In April 2020, Daniels live-streamed a video claiming that vaccines contain “rat brains,” that HIV is a “biologically engineered, terroristic weapon,” and that Anthony Fauci “has been murdering motherfuckers and causing medical illnesses since the 1980s.”
In May 2020, Daniels live-streamed a video called “George Floyd, Riots & Anonymous Exposed as Deep State Psyop for NOW.” In that video, he claimed that nationwide protests over George Floyd’s murder were “the result of an operation to cause civil unrest, unleash chaos, and turn the public against [President Trump].” According to YouTube, he also stated the COVID-19 pandemic and Floyd’s murder “were covert operations orchestrated by the Freemasons,” and accused Hillary Clinton and her aide John Podesta of torturing children. Near the video’s end, Daniels stated: “If I catch you talking shit about Trump, I might whoop your ass fast.”
YouTube removed both videos, saying that they violated its policy on harassment and bullying.
Daniels sued YouTube, demanding account reinstatement and damages. He claimed that YouTube amounted to a state actor, and had thus violated his First Amendment rights. (Suggesting that courts treat social media companies as the government has no basis in the law, which the 9th Circuit reaffirmed is the case last year.)
In March, a court dismissed most of Daniels’ claims under Section 230. That law protects online services—both large and small—from getting sued for refusing to publish content they don’t want to publish.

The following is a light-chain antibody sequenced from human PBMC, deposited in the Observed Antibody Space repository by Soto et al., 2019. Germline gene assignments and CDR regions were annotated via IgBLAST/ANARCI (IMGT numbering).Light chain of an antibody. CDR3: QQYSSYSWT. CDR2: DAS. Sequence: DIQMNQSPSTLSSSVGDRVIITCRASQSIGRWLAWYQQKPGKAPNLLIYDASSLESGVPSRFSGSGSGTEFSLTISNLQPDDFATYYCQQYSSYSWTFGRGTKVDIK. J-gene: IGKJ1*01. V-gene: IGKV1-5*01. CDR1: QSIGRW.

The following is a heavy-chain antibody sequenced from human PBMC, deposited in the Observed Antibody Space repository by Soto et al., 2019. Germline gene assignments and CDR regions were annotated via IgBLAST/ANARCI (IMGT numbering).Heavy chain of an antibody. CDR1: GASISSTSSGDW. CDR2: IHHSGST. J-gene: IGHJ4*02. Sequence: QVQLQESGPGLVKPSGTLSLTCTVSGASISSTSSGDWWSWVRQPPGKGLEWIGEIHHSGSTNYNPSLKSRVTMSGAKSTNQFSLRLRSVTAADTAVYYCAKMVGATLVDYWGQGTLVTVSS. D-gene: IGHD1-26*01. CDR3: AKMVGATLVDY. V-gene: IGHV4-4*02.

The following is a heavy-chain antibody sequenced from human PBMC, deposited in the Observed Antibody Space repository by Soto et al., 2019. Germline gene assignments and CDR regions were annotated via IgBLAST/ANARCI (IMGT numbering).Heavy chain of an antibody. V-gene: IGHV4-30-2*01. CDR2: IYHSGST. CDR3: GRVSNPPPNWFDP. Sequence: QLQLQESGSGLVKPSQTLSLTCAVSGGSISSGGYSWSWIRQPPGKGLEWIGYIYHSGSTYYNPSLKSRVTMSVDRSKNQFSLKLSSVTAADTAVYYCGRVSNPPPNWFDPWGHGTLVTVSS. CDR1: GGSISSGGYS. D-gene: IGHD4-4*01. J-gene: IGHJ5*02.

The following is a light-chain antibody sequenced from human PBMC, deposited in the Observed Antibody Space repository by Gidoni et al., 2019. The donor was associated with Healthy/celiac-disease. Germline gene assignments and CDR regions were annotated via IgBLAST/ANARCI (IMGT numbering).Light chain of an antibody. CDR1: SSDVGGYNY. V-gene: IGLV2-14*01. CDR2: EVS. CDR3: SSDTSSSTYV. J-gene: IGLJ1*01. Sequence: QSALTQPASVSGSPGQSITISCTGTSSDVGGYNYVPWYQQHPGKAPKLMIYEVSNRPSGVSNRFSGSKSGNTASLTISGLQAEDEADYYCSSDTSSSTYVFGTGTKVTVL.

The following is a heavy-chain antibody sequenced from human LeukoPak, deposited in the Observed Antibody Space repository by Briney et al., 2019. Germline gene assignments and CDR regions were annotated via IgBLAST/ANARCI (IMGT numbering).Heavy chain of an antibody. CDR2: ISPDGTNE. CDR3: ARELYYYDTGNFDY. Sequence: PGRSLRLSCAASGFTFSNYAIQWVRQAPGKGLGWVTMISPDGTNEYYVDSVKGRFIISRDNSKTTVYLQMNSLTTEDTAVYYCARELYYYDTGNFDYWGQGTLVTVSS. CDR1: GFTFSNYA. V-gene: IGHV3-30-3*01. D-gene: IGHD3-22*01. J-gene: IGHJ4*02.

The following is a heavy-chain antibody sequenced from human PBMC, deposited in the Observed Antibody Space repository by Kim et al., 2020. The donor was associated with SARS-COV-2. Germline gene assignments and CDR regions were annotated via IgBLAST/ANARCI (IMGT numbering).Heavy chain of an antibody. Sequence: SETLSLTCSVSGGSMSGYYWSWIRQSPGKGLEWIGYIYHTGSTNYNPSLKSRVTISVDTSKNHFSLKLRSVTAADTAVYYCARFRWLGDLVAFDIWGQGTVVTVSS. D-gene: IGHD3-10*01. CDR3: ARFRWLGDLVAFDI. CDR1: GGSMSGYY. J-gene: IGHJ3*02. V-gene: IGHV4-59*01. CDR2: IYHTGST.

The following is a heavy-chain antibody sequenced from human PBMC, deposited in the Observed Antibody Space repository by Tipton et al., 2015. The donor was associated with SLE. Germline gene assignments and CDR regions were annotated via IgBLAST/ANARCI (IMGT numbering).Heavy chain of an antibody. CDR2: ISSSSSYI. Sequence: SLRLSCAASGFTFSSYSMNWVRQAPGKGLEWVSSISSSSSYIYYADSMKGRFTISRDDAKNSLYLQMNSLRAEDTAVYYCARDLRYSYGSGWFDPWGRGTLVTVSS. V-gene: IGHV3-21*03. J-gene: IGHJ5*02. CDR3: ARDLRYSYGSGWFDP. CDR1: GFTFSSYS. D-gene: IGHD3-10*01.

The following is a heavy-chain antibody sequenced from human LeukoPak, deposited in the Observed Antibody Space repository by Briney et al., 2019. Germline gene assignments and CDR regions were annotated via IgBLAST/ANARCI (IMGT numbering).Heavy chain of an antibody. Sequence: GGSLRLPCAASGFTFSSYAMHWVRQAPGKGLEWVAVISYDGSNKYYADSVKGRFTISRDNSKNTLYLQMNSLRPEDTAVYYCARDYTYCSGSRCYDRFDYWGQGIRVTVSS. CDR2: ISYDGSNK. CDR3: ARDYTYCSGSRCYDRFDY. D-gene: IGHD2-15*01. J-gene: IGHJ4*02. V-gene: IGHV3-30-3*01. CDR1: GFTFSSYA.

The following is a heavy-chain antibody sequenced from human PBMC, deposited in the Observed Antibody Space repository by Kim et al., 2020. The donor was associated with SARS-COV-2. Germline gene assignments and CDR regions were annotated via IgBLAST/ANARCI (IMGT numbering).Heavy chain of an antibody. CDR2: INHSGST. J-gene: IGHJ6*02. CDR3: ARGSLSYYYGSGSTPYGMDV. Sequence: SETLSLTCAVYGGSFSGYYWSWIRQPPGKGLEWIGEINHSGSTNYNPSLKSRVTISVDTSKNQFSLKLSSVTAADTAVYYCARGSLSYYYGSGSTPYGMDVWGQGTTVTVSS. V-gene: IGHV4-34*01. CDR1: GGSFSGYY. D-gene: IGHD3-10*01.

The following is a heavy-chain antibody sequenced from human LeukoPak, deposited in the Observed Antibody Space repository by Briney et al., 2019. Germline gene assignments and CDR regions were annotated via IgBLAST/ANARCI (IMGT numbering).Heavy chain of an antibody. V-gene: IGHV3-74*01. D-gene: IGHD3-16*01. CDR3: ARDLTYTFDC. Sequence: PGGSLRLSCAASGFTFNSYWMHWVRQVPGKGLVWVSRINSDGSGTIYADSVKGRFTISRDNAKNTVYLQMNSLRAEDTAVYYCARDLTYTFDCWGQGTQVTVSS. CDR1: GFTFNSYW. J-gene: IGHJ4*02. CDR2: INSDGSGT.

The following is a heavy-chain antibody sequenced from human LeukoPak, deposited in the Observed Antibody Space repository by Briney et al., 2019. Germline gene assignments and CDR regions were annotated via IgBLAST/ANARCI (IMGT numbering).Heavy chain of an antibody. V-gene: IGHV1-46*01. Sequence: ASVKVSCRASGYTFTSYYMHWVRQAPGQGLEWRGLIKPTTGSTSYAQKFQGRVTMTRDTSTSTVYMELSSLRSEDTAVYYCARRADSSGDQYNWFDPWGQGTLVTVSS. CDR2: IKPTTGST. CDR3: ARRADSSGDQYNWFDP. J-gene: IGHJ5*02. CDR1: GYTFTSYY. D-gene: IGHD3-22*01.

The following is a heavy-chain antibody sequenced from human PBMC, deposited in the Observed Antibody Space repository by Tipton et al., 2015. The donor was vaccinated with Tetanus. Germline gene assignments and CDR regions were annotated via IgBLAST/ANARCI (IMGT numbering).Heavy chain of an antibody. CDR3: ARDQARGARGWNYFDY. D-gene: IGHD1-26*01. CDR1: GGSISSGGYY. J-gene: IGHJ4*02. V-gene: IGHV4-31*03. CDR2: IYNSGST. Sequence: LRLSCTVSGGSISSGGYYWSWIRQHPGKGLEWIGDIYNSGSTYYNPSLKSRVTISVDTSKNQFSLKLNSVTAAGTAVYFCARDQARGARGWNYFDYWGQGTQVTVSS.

Again, Internet freedom was protected by Section 230. No web host should be forced to carry false and threatening content, or Qanon-based conspiracy theories, like those created by Daniels. Section 230 protects moderators who kick out such content.Section 230 Protects Moderators Who Remove Election Disinformation
The Federal Agency of News LLC, or FAN, is a Russian corporation that purports to be a news service. FAN was founded in the same building as Russia’s Internet Research Agency, or IRA; the IRA became the subject of a criminal indictment in February 2018 for its efforts to meddle in the 2016 U.S. election.
The founder and first General Director of FAN was Aleksandra Yurievna Krylova, who is wanted by the FBI for conspiracy to defraud the U.S. Later in 2018, the FBI unsealed a criminal complaint against FAN’s chief accountant, Elena Khusyaynova. In that complaint, the FBI said that Federal Agency of News was not so different than the IRA. Both were allegedly part of “Project Lakhta,” a Russian operation to interfere with political and electoral systems both in Russia “and other countries, including the United States.”
Facebook shut more than 270 Russian language accounts and pages in April of 2018, including FAN’s account. Company CEO Mark Zuckerberg said the pages “were controlled by the IRA,” which had “repeatedly acted deceptively and tried to manipulate people in the U.S., Europe, and Russia.” The IRA used a “network of hundreds of fake accounts to spread divisive content and interfere in the U.S. presidential election.” Facebook’s Chief Security Officer stated that the IRA had spent about $100,000 on Facebook ads in the United States.
At this point, one might think that anyone with alleged connections to the Internet Research Agency, including FAN, would lie low. But that’s not what happened. Instead, FAN’s new owner, Evgeniy Zubarev, hired U.S. lawyers and filed a lawsuit against Facebook, claiming that his civil rights had been violated. He demanded that FAN’s account be reinstated, and that FAN be paid damages.